The Stockman’s Show is a must, as is the 20-minute film about the ‘birth of a nation’. This venue is undergoing extensive renovations and will re-open in April of 2021. A full day here is a day you won’t soon forget.
For the aviators in your group, the Qantas Founders Museum, is the second ‘must’. The museum houses QANTAS planes ranging from an Auro 504K up to a Boeing 747 with six others in between, including a Catalina Flying Boat. The story of how a particular 747 (238B VH-EBQ) was flown to Longreach and landed on an airstrip too small for the plane is remarkable.
There are a number of special tours on offer, including a ‘wing walk’ on the 747, and in the evening, the Luminescent Longreach light show detailing the 100-year history of QANTAS.
Continuing east from Longreach, Illfracombe is only 28km along and is worthy of a stop. Along the centre of town is a collection of historic farming and transportation equipment that sets this little town apart from many others. Spend an hour or so wandering around the display, and if you have left Longreach late in the day, this is a nice place to pull a one or two night-stand.
In Barcaldine, the Landsborough becomes the Capricorn Highway. Here, we return to the theme of hard-won workers’ rights. The Australian Workers Heritage Centre pays tribute to Australia’s working class, and the story of the 1891 Shearers’ Strike is told here in detail.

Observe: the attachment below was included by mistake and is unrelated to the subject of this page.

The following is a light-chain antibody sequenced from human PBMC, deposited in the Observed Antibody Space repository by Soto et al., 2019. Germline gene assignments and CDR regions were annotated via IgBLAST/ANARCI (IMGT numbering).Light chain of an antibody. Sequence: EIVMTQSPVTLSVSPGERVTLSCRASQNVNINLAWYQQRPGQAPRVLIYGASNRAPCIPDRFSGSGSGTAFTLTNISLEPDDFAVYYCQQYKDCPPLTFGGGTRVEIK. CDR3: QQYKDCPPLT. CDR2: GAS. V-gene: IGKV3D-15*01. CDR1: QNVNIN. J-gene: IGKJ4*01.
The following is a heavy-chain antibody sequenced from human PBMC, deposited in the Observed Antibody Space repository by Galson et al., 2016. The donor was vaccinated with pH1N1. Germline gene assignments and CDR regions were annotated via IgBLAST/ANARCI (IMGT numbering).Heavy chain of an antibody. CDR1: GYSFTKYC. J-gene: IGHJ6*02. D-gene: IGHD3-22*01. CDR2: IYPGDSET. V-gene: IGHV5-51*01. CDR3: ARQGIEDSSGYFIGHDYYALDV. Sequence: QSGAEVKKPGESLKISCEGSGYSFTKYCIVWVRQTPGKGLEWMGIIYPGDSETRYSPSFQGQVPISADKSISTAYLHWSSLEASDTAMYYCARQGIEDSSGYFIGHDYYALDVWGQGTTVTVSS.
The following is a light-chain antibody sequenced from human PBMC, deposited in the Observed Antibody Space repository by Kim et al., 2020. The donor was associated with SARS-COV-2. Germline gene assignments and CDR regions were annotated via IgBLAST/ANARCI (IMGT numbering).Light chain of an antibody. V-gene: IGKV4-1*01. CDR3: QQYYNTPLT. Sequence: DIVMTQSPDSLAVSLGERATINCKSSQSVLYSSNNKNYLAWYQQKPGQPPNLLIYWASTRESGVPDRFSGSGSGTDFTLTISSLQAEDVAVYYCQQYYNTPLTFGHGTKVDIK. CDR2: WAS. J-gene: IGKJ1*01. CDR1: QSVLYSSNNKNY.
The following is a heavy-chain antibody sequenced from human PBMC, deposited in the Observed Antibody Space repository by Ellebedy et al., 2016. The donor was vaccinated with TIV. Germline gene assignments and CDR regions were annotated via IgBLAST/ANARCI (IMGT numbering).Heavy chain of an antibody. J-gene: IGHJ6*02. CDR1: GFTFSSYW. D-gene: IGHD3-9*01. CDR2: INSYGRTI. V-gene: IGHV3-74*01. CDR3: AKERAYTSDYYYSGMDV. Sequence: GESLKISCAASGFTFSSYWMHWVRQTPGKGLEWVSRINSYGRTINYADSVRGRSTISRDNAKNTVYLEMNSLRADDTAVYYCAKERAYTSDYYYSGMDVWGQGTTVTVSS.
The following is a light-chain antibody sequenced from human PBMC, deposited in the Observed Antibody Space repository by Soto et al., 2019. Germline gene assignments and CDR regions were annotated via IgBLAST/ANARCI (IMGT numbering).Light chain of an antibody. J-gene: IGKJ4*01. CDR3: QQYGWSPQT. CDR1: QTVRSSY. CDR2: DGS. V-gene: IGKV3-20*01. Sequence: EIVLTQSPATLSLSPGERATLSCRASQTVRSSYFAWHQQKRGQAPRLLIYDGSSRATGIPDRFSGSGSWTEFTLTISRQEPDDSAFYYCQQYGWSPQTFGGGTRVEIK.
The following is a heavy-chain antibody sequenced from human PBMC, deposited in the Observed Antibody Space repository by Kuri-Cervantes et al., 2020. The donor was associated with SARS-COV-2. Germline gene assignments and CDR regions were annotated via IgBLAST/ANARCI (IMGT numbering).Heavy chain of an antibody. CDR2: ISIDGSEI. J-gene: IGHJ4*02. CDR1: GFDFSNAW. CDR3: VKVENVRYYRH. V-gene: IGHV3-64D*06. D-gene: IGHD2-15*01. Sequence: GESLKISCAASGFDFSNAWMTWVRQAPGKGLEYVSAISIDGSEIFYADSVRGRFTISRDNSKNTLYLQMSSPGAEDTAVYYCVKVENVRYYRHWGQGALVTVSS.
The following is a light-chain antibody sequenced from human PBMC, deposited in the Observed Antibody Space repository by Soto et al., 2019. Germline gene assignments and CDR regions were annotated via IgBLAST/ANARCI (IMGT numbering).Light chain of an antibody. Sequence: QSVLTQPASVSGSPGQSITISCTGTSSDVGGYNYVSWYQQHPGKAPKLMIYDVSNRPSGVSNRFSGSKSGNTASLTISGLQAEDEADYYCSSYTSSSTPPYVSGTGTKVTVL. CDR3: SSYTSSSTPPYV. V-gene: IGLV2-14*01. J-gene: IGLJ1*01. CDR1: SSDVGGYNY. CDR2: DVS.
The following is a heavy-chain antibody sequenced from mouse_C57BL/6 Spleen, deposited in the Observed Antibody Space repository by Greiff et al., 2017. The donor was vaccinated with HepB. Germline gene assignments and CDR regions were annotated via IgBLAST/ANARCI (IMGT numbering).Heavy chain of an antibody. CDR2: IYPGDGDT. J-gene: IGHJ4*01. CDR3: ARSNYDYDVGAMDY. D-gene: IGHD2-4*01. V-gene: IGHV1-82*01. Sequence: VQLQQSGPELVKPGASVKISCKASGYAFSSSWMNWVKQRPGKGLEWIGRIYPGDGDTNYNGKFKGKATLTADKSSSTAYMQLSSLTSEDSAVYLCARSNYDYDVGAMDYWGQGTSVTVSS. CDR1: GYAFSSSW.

Women are paid particular tribute, since so often in the past, they have not been given credit where credit was due. In Barcaldine, striking shearers and other workers gathered by the thousands under the shade of a ghost gum tree and laid the foundation for the Australian Labor Party. The heritage-listed tree, known as The Tree of Knowledge, still stands, albeit only after a number of radical surgeries to keep it alive; it can now be seen near the railway station. Lights make it especially pretty at night.
The town of Jericho follows, and then Alpha with its 28 murals. Gem fossickers won’t want to pass up a visit to Anakie, Sapphire and Rubyvale; the Sapphire Trail Brochure provides the perfect introduction along with information from Central Highlands Queensland. More than a few RVers have caught gem fever and turned a hobby into an income that supports their nomadic lifestyle rather well.
Emerald, named for its encircling green pastures (not for emeralds) is an attractive town with a number of things to do both locally and in the surrounds. The Visitor Information Centre is in Morton Park near the Big Easel (Van Gogh’s Sunflowers). Be sure to pick up the Visitor Guide and the Touring Map. The sensational Carnarvon Gorge section of Carnarvon National Park is tantalizingly close by; for more information check the GoRV travel guide.
Blackwater is next on the Capricorn Highway, a town that is all about coal. There is a coal-mining museum, coal mine tours and even a memorial to miners killed in accidents.
Blackdown Tablelands National Park is a short drive to the south-east and offers a tent and camper trailer campground. If you are on the move with no time to stop, then at least take a rest at the Japanese Gardens along the way; it is a nice place for lunch and a wander.
– Images: Steven David Miller/Natural Wanders